4. There are 100 craft breweries in the metro area.
Okay, I lied. This statement is false. There are actually more than 100 craft breweries in the metro area. Denver has really embraced its beer culture. In fact, Governor John Hickenlooper got his start here by co-founding the now legendary Wynkoop Brewing Company, our original brewpub, across the street from Denver Union Station back in 1988. These days, finding amazing craft beer is commonplace — breweries are located everywhere from century-old buildings to quirky urban spaces.
If you’re not sure where to start, the Denver Beer Trail will put you on a path to success. The guide to some of the city’s best brews is downloadable and serves as a self-guided liquid tour of historical buildings and sights throughout Denver. Note that many brewpubs specialize in certain styles, so it never hurts to do a little advance googling. If you’re looking for some solid recommendations, Tivoli Brewing is Colorado’s oldest and most historic; Denver Beer Co. has one of the largest patios in the city; and Prost Brewing comes right out of the heart of Bavaria.
5. What are you into? We’ve got a museum for that.
The Golden Triangle neighborhood is the backbone of Denver’s art scene, and its anchor is the Denver Art Museum — one of the most recognizable buildings in the city. The museum houses an impressive collection of Western American art to complement other standing exhibits showcasing American Indian art, colonial-era standouts, and contemporary masterpieces.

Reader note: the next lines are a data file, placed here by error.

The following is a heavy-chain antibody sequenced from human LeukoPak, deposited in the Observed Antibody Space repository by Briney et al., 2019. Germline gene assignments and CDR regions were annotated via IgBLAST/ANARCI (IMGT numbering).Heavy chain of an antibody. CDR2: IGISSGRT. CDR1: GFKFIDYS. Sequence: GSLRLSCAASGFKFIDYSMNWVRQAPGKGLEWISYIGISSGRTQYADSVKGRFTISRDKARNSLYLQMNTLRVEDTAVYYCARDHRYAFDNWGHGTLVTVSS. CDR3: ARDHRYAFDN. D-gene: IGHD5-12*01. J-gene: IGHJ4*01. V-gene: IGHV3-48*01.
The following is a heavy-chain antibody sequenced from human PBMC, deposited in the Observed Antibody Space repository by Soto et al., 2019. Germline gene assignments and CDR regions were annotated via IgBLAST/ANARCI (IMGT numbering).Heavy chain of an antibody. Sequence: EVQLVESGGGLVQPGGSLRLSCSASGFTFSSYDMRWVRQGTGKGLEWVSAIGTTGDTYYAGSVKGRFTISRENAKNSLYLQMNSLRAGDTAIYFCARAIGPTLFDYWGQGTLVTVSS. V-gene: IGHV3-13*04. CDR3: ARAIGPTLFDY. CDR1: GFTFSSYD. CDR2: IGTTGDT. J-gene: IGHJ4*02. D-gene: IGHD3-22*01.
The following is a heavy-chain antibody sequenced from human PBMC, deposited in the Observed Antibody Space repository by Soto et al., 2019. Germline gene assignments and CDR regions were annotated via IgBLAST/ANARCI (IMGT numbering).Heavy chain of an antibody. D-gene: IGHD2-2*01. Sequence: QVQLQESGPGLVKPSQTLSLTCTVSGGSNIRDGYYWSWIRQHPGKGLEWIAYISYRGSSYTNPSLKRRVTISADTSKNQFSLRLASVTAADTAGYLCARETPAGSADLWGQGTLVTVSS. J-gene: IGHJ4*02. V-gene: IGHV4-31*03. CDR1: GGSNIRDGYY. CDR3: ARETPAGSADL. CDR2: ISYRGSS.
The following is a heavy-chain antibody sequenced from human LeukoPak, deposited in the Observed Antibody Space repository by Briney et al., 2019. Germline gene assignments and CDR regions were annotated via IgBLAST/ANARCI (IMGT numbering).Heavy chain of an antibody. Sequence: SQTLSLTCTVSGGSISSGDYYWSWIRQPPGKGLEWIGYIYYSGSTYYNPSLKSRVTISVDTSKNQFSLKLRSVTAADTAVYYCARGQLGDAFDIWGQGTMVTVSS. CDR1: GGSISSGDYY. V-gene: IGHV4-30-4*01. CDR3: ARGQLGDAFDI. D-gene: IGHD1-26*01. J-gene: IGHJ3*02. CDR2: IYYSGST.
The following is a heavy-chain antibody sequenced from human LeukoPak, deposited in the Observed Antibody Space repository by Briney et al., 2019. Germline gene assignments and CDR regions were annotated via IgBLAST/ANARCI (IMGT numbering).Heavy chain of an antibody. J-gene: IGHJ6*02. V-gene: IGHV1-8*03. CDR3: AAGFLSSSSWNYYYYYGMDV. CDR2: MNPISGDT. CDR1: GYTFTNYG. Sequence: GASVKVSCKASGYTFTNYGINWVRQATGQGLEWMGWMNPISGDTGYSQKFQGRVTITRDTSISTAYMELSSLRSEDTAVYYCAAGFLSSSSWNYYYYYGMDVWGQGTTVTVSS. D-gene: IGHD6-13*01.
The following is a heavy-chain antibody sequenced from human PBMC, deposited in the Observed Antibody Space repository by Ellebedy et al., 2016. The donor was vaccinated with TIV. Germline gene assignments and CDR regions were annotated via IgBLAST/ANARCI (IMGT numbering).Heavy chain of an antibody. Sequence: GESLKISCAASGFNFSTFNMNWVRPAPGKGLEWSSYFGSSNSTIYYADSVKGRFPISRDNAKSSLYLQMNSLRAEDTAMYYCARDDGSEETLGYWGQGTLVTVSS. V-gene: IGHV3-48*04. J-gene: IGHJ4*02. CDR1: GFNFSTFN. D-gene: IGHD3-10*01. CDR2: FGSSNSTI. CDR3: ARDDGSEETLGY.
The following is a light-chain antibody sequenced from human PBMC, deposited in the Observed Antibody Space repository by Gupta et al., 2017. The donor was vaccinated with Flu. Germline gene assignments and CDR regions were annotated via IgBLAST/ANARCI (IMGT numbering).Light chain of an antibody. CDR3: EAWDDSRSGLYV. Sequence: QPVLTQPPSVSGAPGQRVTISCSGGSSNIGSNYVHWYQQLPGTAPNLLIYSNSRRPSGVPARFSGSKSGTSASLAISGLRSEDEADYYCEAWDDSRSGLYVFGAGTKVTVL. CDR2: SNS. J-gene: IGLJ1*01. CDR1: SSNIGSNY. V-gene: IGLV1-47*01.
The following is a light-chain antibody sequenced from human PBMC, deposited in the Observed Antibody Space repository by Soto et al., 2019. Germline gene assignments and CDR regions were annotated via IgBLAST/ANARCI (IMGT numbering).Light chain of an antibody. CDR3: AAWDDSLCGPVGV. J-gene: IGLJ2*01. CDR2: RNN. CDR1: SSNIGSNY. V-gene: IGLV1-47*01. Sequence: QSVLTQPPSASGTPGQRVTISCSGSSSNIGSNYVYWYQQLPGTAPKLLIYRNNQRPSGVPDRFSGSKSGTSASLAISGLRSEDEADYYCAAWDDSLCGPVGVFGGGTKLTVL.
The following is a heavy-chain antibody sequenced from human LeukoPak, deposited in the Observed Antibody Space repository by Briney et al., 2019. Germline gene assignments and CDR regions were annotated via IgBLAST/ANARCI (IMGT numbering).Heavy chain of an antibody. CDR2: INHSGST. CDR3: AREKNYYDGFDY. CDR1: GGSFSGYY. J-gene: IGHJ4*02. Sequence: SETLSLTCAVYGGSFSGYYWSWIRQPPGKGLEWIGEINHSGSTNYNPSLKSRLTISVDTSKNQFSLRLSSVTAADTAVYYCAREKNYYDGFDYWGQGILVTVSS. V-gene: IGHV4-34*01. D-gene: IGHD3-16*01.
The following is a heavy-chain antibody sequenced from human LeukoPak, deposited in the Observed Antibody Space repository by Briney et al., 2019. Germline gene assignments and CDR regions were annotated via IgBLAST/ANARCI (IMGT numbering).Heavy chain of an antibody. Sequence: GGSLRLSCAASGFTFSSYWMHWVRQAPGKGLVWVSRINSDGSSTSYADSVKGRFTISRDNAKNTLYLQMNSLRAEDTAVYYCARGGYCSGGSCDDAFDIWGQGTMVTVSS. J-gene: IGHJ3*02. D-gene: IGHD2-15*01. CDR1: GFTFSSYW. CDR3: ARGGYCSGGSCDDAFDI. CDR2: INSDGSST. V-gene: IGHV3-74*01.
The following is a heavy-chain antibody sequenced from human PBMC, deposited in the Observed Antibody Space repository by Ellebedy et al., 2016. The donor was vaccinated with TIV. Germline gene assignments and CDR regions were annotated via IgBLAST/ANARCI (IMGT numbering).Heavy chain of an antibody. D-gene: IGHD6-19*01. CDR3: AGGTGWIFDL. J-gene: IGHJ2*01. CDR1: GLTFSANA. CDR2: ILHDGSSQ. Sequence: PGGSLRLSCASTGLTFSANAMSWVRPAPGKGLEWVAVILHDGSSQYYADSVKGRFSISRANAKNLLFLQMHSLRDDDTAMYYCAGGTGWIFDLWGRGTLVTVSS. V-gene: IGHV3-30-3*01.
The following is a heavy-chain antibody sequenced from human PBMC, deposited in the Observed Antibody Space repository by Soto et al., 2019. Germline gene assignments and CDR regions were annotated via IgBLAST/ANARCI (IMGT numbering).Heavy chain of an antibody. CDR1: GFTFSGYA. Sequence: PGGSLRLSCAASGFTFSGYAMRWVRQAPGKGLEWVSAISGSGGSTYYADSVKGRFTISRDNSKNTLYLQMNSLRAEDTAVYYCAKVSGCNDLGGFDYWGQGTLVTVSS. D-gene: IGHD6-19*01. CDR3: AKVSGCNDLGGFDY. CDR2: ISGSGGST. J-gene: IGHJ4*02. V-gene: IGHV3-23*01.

The Denver Art Museum manages to keep locals coming back again and again with a stellar lineup of traveling exhibitions. This summer, see innovative installations by Latino artists at Mi Tierra: Contemporary Artists Explore Place, and in October, Her Paris: Women Artists in the Age of Impressionism comes to town.
This is impressive enough, but we’re not done yet. The Kirkland Museum of Fine & Decorative Art will be re-opening in early 2018 after a significant expansion, adding another dose of flare to the campus. At the Clyfford Still Museum, across the street from the Denver Art Museum, you can peruse the most celebrated work from one of the founders of Abstract Expressionism. A bit of insider knowledge: Admission is free on the final Friday of every month. Wink, wink.
6. Street art is defining contemporary Denver.
With the influx of artists to the city, street art is more prevalent than ever. This is particularly true in the River North (RiNo) neighborhood and the Art District on Santa Fe. A haven for musicians, artists, and brewers, these districts stray from the appearance of other parts of the city by prioritizing commissioned murals over chic, empty building sides.
The best-known pieces are the Love This City murals, created by pro snowboarder and artist Pat Milbery. His work reflects the artist’s strong local pride, as well as the art scene that’s an increasingly large part of Denver’s culture. The murals can be found in three neighborhoods:
- Art District on Santa Fe (7th and Santa Fe Drive)
- RiNo (River North Art District, Broadway and Arapahoe)
- Golden Triangle (12th and Bannock)